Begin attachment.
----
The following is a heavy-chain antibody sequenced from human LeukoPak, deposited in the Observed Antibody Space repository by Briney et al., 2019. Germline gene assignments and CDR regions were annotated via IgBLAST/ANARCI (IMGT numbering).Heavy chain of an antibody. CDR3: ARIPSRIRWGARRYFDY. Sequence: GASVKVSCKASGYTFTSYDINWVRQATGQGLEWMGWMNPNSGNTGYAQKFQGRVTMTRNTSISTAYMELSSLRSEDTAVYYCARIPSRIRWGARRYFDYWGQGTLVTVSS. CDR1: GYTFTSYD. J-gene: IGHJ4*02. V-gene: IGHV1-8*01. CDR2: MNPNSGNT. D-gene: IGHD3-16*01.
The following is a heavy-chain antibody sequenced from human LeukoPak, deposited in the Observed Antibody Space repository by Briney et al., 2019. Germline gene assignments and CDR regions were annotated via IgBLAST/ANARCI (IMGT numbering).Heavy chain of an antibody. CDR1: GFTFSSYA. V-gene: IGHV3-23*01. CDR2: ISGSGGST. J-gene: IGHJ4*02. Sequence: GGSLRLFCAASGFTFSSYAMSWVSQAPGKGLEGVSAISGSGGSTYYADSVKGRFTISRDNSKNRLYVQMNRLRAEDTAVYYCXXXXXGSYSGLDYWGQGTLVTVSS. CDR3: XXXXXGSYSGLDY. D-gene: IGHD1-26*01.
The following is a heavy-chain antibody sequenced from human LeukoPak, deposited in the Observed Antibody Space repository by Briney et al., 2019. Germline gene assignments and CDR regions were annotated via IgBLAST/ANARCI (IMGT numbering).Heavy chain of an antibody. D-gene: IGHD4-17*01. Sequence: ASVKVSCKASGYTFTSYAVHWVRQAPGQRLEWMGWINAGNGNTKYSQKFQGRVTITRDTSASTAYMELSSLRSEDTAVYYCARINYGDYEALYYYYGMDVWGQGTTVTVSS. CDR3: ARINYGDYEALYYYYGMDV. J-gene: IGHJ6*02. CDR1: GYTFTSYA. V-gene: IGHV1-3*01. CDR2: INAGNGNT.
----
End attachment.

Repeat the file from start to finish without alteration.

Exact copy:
The following is a heavy-chain antibody sequenced from human LeukoPak, deposited in the Observed Antibody Space repository by Briney et al., 2019. Germline gene assignments and CDR regions were annotated via IgBLAST/ANARCI (IMGT numbering).Heavy chain of an antibody. CDR3: ARIPSRIRWGARRYFDY. Sequence: GASVKVSCKASGYTFTSYDINWVRQATGQGLEWMGWMNPNSGNTGYAQKFQGRVTMTRNTSISTAYMELSSLRSEDTAVYYCARIPSRIRWGARRYFDYWGQGTLVTVSS. CDR1: GYTFTSYD. J-gene: IGHJ4*02. V-gene: IGHV1-8*01. CDR2: MNPNSGNT. D-gene: IGHD3-16*01.
The following is a heavy-chain antibody sequenced from human LeukoPak, deposited in the Observed Antibody Space repository by Briney et al., 2019. Germline gene assignments and CDR regions were annotated via IgBLAST/ANARCI (IMGT numbering).Heavy chain of an antibody. CDR1: GFTFSSYA. V-gene: IGHV3-23*01. CDR2: ISGSGGST. J-gene: IGHJ4*02. Sequence: GGSLRLFCAASGFTFSSYAMSWVSQAPGKGLEGVSAISGSGGSTYYADSVKGRFTISRDNSKNRLYVQMNRLRAEDTAVYYCXXXXXGSYSGLDYWGQGTLVTVSS. CDR3: XXXXXGSYSGLDY. D-gene: IGHD1-26*01.
The following is a heavy-chain antibody sequenced from human LeukoPak, deposited in the Observed Antibody Space repository by Briney et al., 2019. Germline gene assignments and CDR regions were annotated via IgBLAST/ANARCI (IMGT numbering).Heavy chain of an antibody. D-gene: IGHD4-17*01. Sequence: ASVKVSCKASGYTFTSYAVHWVRQAPGQRLEWMGWINAGNGNTKYSQKFQGRVTITRDTSASTAYMELSSLRSEDTAVYYCARINYGDYEALYYYYGMDVWGQGTTVTVSS. CDR3: ARINYGDYEALYYYYGMDV. J-gene: IGHJ6*02. CDR1: GYTFTSYA. V-gene: IGHV1-3*01. CDR2: INAGNGNT.